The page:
The Trustees direct me to acquaint you, that they cannot conclude this Letter without remonstrating to Your Excellency, the great Consequence, that no Disappointment should happen to this first Imbarkation, on their first arrival within Your Province; both in regard to so great a Number of His Majesty’s Subjects, who expose their Lives and Fortunes to come and settle by You, and likewise in regard to the worthy Gentleman, who has so charitably undertaken the Conducting them, and to whose Zeal, and Indefatigable Care the whole Design is so much indebted.
Benjamin Martyn to Governor Robert Johnson of South Carolina, Jan. 24, 1732/3, Westminster, C.O. 5/666, pp. 2-4, concerning Georgia’s intended settlement.
By Order of the Trustees for Establishing the Colony of Georgia, I have the honour to acquaint you, that they have receiv’d a Letter, dated September the 28th 1732,3 from Your Excellency to Mr. Oglethorpe, whom by this time they suppose you have seen. In the Absence of Mr. Oglethorpe, it was sent to them by Col. [William] Cecil.4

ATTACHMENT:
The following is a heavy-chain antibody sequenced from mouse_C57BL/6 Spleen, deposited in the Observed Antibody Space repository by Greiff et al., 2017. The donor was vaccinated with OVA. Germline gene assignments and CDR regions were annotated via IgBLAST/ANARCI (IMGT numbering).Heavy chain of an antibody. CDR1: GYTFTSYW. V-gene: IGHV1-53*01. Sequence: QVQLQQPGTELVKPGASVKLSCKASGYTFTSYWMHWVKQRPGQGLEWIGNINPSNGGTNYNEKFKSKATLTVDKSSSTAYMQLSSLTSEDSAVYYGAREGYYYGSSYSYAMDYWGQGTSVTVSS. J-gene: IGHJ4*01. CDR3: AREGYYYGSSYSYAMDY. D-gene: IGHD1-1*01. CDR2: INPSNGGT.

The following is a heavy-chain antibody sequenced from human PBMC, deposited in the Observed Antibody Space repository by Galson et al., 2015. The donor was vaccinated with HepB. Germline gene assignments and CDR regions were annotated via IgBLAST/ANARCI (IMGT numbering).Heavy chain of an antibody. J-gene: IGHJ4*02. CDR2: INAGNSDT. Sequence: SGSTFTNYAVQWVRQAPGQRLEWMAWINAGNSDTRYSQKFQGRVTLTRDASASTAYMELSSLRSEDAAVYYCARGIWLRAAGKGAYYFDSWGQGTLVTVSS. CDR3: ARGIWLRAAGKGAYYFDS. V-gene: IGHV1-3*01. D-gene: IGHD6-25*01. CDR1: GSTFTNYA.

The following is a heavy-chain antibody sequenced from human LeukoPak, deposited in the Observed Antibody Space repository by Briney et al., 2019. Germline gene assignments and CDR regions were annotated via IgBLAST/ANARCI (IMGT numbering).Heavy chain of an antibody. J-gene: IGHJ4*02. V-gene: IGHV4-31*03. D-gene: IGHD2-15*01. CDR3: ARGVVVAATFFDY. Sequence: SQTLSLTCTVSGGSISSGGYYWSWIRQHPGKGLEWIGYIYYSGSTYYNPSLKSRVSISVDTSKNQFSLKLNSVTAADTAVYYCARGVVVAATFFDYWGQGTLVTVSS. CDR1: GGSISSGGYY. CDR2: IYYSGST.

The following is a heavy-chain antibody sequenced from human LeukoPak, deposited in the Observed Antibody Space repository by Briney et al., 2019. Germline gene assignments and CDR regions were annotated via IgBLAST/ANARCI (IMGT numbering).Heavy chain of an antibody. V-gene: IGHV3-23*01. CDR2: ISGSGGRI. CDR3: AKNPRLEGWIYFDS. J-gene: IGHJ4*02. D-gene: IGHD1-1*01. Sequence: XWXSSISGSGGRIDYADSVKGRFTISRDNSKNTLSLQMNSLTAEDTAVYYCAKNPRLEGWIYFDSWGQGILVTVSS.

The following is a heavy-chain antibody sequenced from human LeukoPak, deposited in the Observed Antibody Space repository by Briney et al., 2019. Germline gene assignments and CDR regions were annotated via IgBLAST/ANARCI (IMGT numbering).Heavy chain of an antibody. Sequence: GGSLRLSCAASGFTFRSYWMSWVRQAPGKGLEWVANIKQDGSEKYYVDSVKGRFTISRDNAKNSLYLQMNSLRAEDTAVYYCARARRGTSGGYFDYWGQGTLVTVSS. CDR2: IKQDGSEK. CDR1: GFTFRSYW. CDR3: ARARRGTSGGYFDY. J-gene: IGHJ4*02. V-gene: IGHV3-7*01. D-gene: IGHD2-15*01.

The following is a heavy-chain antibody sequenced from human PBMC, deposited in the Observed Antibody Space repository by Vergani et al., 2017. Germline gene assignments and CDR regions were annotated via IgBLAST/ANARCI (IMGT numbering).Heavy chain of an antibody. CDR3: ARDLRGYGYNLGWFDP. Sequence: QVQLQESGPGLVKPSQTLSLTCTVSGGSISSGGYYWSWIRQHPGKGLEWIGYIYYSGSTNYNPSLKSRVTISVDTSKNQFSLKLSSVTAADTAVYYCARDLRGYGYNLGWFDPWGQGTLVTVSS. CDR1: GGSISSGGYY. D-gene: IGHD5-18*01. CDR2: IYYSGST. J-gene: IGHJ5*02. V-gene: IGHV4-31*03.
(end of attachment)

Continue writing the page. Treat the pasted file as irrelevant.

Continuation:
It adds not a little to their hopes of success, to see their Designs approved by One of Your Excellency’s knowledge, Directed by Your Advice, and supported by Your Generosity; For Which they think themselves much obliged to you, and particularly for preventing a Survey and Purchase of any Lands in Georgia, and for not granting any Titles.
They entirely agree with Your Excellency, that the first Imbarkation required a Man of Knowledge for the Director. As Mr. Oglethorpe has been pleased to undertake it, they have nothing to fear on that Account. One of Mr. Julian’s5 Capacity and Character must undoubtedly be very serviceable on their first Arrival, and Whatever Assistance he can give to the Settlement will certainly be acknowledg’d with thanks by the Trustees.
They are very much pleased, that their Conduct hitherto agrees so well with Your Advice; They have sent none but People inured to Labour, who are prepared for the hardships they must undergo, and are determin’d chearfully to support them. All of them likewise have the Character of Sober, Industrious, and Moral Men. As you have advised, None of them will go ashore at Charles Town; The Ship will go to, and lye as near the Place, where they are to be settled as possible. The Place will be determin’d by Mr. Oglethorpe; But the Trustees have thought proper to plant them as near the Savanah, as conveniently they can, that they may be at a greater Distance from the Spaniards, and be better able to receive from, and give assistance to that Province under Your Excellency’s Care.